Ecosac is trying to look at a new dimension of the plastic bag monster. Would extending a bag’s lifecycle be a good way to slay the shape-shifting ghost?
From Nordic countries to a climate-change aware school boy, thankfully, the alarms about plastic waste are now screaming louder across the globe. After all, we are talking about 8 million tonnes of plastic entering the oceans every year. If we go by the clocks of the World Wildlife Fund (WWF), all the plastic litter is going to easily double worldwide by 2030, unless big interventions happen to get a grip on this waste management.
Walmart is now offering reusable plastic at cash registers. Even Netflix has managed in influencing people to cut down on single-use plastic as seen with the ‘Attenborough effect’ recently. Plastic recycling market is estimated at $25600 million in 2019. Denmark, Finland, Iceland, Norway and Sweden are pumping their fists heavily on global treaty tables for a UN resolution. Almost 127 countries have introduced plastic bag bans. Giant baby steps towards a plastic-free world, but what will replace this stubborn habit that we have got so used to? Specially when we now fear whether paper or cotton alternatives fare any better than average plastic bags in the cumulative (water use, overall footprint, energy use, recycle-possibility) barometer?
As per a fresh debate that a 2018 life-cycle assessment, Denmark’s ministry of environment and food has stirred up, plastic shopping bags could actually have the least environmental impact. Conventional cotton bags need to have 52 re-uses (organic cotton ones about 149 re-uses) to have same climate change impacts as a classic plastic bag, the study put forth. The recycling infrastructure for cotton/textile is also not up to snuff at present.
If we go by such studies, then LDPE (low-density polyethylene) bags may be better off than cotton bags on account of the re-use criteria. In fact, organic cotton bags have to be reused much more times than conventional cotton bags (20,000 versus 7,000 times) and may be gulping 30 per cent more resources.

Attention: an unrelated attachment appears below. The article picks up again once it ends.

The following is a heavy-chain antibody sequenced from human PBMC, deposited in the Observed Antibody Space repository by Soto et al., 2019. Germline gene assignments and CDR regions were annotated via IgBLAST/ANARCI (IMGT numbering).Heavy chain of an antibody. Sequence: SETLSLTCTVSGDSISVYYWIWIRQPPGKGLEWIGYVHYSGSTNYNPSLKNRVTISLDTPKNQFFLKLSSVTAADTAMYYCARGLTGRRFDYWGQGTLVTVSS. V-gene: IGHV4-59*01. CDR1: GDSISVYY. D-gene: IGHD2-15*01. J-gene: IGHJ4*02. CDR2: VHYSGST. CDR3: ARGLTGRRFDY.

But then no cow suffers by chewing a paper bag. And plastic does not bio-grade on its own like a cotton bag, right?
Suddenly, there is a new debate on the plastic street that looks more complicated and consequential than the cut-down on plastic use, per se. Single-use options vs. multiple-use options.
Back home, in a recent campaign, a utility bag brand urged Mumbaikers to exchange plastic for something better, and collected 850 kilos of plastic from some 7000 households and societies. This has been surmised to be as good as 5100 kilos of carbon dioxide shrunk through a zero emission process wherein the plastic collected was given to another organization that converts it to industrial pollyfuel.
The issue of single-use plastic is exactly what got Anil Chowta, CEO, Ecosac thinking and working towards solving the plastic epidemic in a radical manner with cool, versatile and re-use-friendly utility bags for every day shopping and other uses. He does not mind toting some practical doubts and what-ifs here as he explains why stretching the usage cycle of any product in a meaningful and innovative way saves us from a lot of unnecessary heavy-lifting. As per his reckoning and market experience so far, we could crack the puzzle of the environmental issues that are heavy burdens to carry today by making sustainable yet simple alternatives to current plastic habits. Let us peep into this new bag and find out how (and if) that works.
How far have you come from the inception of this idea? What nudged you towards the ‘use’ side of plastic problem?
We started in 2013 and having seen the way plastic choked Mumbai’s infrastructure in the 2005 floods, we knew we had to do something about this issue. Even today the government is trying to solve the challenge of pervasive plastic. We need alternatives that are reusable. What if we have something that is reused over a period of time – would it not lighten the plastic burden that we stare at every day? We have to prevent single-use plastic into coming back to the environment. But we also had to make this reuse-proposition strong by making the product extremely durable, able to carry reasonable weights and fashionable too.